Saturday, June 25, 2022

The NHS risks losing a third of black and Asian doctors to racism.

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The NHS is facing a major exodus of ethnic minority doctors due to ongoing racism at both personal and institutional levels, a landmark study has revealed.

Almost a third of doctors surveyed have considered leaving the NHS or have already left within the last two years due to racial discrimination, with 42 per cent of black and 41 per cent of Asian doctors in particular having considered leaving or leaving the NHS to have.

The poll shared with LatestPageNews ahead of Wednesday’s release, paints a picture of institutional barriers to career advancement, dangerously low reporting rates of racist incidents and a growing psychological burden on ethnic minority doctors.

With more than 2,000 responses from doctors and medical students from across the UK, the BMA – a professional body representing all doctors in the UK – believes this survey is one of the largest of its kind to document experiences of racism in medicine Workplace.

dr Chaand Nagpaul, BMA Council Chair, said: “The NHS was built on the principle of equal treatment for all patients, but this report shows that the NHS is disgracefully failing at that principle for its own ethnic minority doctors, who suffer an alarming level of unfair treatment and Report racial inequality in the workplace.

“It is deeply worrying that so many of those surveyed have not reported racism, either out of fear of being accused of being labeled a troublemaker or lacking confidence that it would be adequately investigated. This means doctors suffer in silence and the true extent of racism is never revealed or addressed.”

The report reveals the extent of the suffering professionals endure, from being overlooked for promotion and being forced to change their chosen specialty, to feelings of isolation and marginalization.

A Black African background adviser said: “Less confident to report such incidents again because no action was taken against the perpetrator. I feel uncomfortable and afraid of reprisals.”

With 60 percent of Asian and 57 percent of Black respondents seeing racism as a barrier to career advancement, patients are not benefiting from the skills and talents of an ethnically diverse workforce, the BMA chairman said.

“All of this leads to a tragic waste of potential as ethnic minority physicians are held back, pulled down or simply retired from the profession,” added Dr. Chaand added.

“Racism destroys the lives of many doctors, compromises patient care and threatens services. The time to talk about it is over. Our report makes a clear set of recommendations for changes that require action across the health system, from government to NHS organisations, leaders and other institutions.”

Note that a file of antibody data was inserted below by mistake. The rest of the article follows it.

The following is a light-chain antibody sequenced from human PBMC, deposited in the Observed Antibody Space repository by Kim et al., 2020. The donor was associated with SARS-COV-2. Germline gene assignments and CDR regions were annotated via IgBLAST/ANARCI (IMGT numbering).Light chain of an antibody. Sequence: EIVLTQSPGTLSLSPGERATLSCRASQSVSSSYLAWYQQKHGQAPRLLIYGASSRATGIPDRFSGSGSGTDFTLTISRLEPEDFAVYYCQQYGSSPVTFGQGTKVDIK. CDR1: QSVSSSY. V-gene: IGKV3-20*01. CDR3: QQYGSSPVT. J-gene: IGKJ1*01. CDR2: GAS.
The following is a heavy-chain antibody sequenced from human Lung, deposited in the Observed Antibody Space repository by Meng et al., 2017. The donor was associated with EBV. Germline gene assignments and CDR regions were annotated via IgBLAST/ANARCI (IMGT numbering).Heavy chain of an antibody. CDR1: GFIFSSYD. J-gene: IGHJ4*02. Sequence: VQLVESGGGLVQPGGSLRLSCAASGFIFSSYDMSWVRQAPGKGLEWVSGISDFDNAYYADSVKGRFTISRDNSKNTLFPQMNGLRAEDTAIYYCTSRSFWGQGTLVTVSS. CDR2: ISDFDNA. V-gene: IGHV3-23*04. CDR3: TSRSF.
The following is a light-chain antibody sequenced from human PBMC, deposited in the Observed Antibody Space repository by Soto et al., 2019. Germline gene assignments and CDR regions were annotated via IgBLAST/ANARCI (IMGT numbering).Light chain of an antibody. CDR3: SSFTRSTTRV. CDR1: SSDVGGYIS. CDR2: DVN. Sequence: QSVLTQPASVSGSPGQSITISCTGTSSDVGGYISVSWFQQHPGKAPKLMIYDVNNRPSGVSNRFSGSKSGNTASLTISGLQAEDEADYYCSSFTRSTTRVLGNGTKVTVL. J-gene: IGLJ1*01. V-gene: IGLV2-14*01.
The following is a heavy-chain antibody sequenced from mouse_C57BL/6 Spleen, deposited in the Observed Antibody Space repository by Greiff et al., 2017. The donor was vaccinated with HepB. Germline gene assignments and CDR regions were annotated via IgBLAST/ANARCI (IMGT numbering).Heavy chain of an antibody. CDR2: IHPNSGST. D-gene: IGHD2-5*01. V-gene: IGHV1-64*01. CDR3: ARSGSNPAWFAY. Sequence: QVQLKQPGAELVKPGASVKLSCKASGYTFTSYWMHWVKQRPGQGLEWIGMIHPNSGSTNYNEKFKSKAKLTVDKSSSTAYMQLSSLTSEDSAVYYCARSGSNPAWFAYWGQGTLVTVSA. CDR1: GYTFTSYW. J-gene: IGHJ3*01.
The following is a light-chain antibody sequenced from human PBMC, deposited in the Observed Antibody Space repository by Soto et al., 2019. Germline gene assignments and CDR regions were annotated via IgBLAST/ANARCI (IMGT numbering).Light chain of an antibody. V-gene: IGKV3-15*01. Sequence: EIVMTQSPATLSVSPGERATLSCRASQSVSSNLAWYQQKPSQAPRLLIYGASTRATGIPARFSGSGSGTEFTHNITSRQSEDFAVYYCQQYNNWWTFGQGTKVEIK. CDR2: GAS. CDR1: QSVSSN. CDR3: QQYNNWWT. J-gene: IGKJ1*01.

Experiences of racism are significantly underreported in the NHS, the survey finds. 71 percent of respondents who have personally experienced racism chose not to report the incident to anyone.

The most common reasons respondents did not report incidents they experienced were a lack of confidence that the incident would be addressed (56 percent) and concern about being perceived as a troublemaker (33 percent).

Speak with LatestPageNewsexperts suggest a range of possible solutions to endemic discrimination within the NHS.

dr Shehla Imtiaz-Umer, a general practitioner in Derby, who responded to the survey with her own experience of racism, calls for more policies to be put in place to support staff who experience racism from colleagues and patients alike.

“I think at times the NHS can be a toxic environment to work in, not just because individuals hold racist views, but because there is a lack of accountability across the system,” she said.

“We need visible leadership and role models; We have medical students who come into the profession and don’t see people to relate to, they have no insight on how to get to that level. We know there are career roadblocks all along the way.”

“Positive action must be taken against patients and colleagues who display racist views,” added Dr. Imtiaz-Umer, who is also an EDI advocate in her region.

“Right now I don’t think we have a policy that says specifically what you can do if a patient is openly racist towards you. It’s always about patient care, which is absolutely right, but we also have to look back at the experience that the staff has with it.

“There must be robust reporting mechanisms that allow people to speak up without fear of retaliation, which is a massive impediment right now.”

Vijaya Nath, an expert on race and healthcare leadership who worked on the report as part of the research consortium, said LatestPageNews: “This must be followed by commitment and deeds – and not just good words.

“I don’t think we need to convene more commissions or write more papers; what we need are well-considered decisions to ensure that we can rebalance this agenda.

“From our side, we’ve encouraged people to use the information in the report and apply that thinking from the ground up in the things they do; What are the experiences of young doctors taking on the majority of primary care responsibilities, how is it for women and people from minority ethnic groups?

“It’s important for leaders to make sure they take that into account when looking at policies, procedures and the way they interact with people.”

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